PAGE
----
Book Review: Phoenix Extravagant

Phoenix Extravagant by Yoon Ha Lee


Dragons. Art. Revolution.

Jebi isn’t a revolutionary. They’re an artist, and they just want to paint, dammit. So when they’re turned away from the painting exams, thrown out of their house after their sister finds out their adoption of another man, and they get an offer from the Ministry of Armor to paint—they take it. Granted, they have little choice, but they take it.

“If standing on principle means that you lose the people those principles are meant to protect, what’s the point?”

I. Loved. This.

YES. Me, a non-arty for arty’s sake person loved this book about an Artist, capital A.

This was a beautiful piece of anti-colonialist fantasy that I was so happy to read!

Jebi is a painter who creates art for the sake of art. That is their life’s blood and their passion, and they have been grateful for their elder sister, who has supported them in their pursuit. However, in a colonized country that is still occupied by the invaders, finding a paying job that allows the pursuit of art is…really difficult, particularly if you are not one of the colonizers. So Jebi changes their name (because what’s in a name?) to a colonizer’s name, and that change is the last betrayal their sister will accept.

Anyway, I loved this way more than I was expecting to love it, because 1) it surprised me and 2) it was funny as fuck. I wasn’t expecting it to be funny.

Vei’s mouth quirked at the corners. “Can you think of anything likely to be faster than a dragon this size? Especially since Arazi assures me that it can fly.”
{I can definitely fly,} Arazi said with disturbing confidence.
{Have you ever tried it?}
{I’m a dragon. I can fly.}

There were marks of humor that had me howling more than was probably appropriate, because parts of this hit that sweet spot of absurdist humor that I love.

And there were higher points, like the destruction of art for literal power/magic, and what it means to destroy art to turn it into something else, and what it means to value art only as the means to an end instead of an end in and of itself. And what becomes good art, or art that is valued. Jebi’s people’s art was sought out for its destruction and ability to power mechanicals and the colonizer’s army of things, while the colonizer’s art was valued as the pinnacle of society.

Within this discussion of what is art lies another point: at what point does the mimicry of the thing become the thing itself? And do the origins matter?

In this world, dragons existed (or had existed). However, Arazi was an imitation of the thing but had become the thing. It was art that had been imbued with a sense of purpose and self, to the point where it believed it was a real dragon, so it was a real dragon. Period.

Vei lifted one shoulder, let it fall. “It’s your choice, she said, resigned. “I will keep the hostiles from touching you. I will cut down anyone who so much as stirs a hair on your head.”
Jebi was torn between saying You are embarrassing me and I am going to take up my brush and make a painting of you that they will talk about for the next 10,000 years. They said neither.

I also loved the relationships in this book.

There’s Vei, a singular duelist and swordswoman. Upright, honorable, dedicated to a fault. Yet, she’s also got an interesting past, with a high-ranking father in the colonizing army, and two other parents who were part of the colonized. She was seen as both conqueror and traitor, to the point where her identity took up sort of a cognitive dissonance of two separate and opposing things. And her relationship with Jebi really needed stronger communication skills, but they got better at it (also, how much can you truthfully communicate when both of you are under suspicion and in the enemy’s stronghold). And, of course, Vei’s really not so sterling past (with a it was war and what happens in war is not personal attitude).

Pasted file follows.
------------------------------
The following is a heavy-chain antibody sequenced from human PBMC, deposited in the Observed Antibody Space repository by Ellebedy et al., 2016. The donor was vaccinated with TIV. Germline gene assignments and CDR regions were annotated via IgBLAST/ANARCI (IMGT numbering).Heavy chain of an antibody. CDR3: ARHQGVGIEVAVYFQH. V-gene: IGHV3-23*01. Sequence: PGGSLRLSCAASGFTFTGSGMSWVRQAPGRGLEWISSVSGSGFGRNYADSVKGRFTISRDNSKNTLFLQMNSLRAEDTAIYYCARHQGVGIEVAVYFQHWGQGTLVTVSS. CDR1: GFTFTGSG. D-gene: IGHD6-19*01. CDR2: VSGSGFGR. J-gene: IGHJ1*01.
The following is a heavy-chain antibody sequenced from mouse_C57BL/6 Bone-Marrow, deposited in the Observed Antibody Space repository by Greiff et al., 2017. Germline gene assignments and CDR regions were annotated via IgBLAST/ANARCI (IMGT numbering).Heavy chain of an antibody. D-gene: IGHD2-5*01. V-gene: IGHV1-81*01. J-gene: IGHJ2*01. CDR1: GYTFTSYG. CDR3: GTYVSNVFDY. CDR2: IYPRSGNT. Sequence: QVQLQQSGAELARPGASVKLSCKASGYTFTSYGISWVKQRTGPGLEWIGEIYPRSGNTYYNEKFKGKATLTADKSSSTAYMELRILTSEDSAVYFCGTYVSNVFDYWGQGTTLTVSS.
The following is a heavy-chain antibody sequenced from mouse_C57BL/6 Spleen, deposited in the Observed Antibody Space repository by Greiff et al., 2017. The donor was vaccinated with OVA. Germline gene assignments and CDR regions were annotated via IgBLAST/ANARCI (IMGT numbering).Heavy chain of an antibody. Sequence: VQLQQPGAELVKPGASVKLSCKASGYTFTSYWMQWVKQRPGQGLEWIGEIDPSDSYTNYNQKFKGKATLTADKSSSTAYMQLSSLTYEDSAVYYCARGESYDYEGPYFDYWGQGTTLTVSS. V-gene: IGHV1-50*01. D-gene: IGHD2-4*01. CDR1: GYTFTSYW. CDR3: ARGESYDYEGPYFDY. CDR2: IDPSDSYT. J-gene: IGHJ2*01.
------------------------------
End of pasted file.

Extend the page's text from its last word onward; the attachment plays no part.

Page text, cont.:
There are Vei’s parents, who had little page time but were wonderful.

There’s Jebi’s sister, who’s name I cannot remember, who had layers of her own and surprising depths, most of which sprang from her grief at the loss of her wife. Her tale was one that catapulted her into action after suffering from the loss of a loved one, whereas Vei was catapulted into action to prevent the loss of a loved one, which was interesting to see how the two women were used as foils in Jebi’s life.

There is also Jebi’s friend, who’s name I cannot remember, who showed Jebi kindness while also betraying her own people in order to gain a scrape of power and fashionable lifestyle in a world where she would ordinarily have been afforded neither.

There is a duality there that’s explored throughout many of the characters in the book—where you show one person one aspect of yourself, and another something else entirely, to the point where there are so many pieces that are you and not you, depending on who is looking at you. Like a painting, or art, in many regards.

And of course there is Arazi, the dragon who was just so fucking precious and amazing and initially scary as fuck, which just goes to show that what is not understood is frightening, and it takes the knowing and understanding to make it less frightening (in some regards…in other regards, as also shown in the book, more knowing and understanding makes things more frightening).

Anywho, after this long and garbled review where I have written (as usual) long blahblahs about things that have no fucking point and make no fucking sense, let me just say that I loved this book and I also loved the world-building, where everything fit perfectly together and was just so beautiful and so well done and did I mention that it was funny? Particularly because much of the subject matter was so grim and the implications so dire.

Also, it’s queer as hell!

I received this ARC from NetGalley for an honest review.

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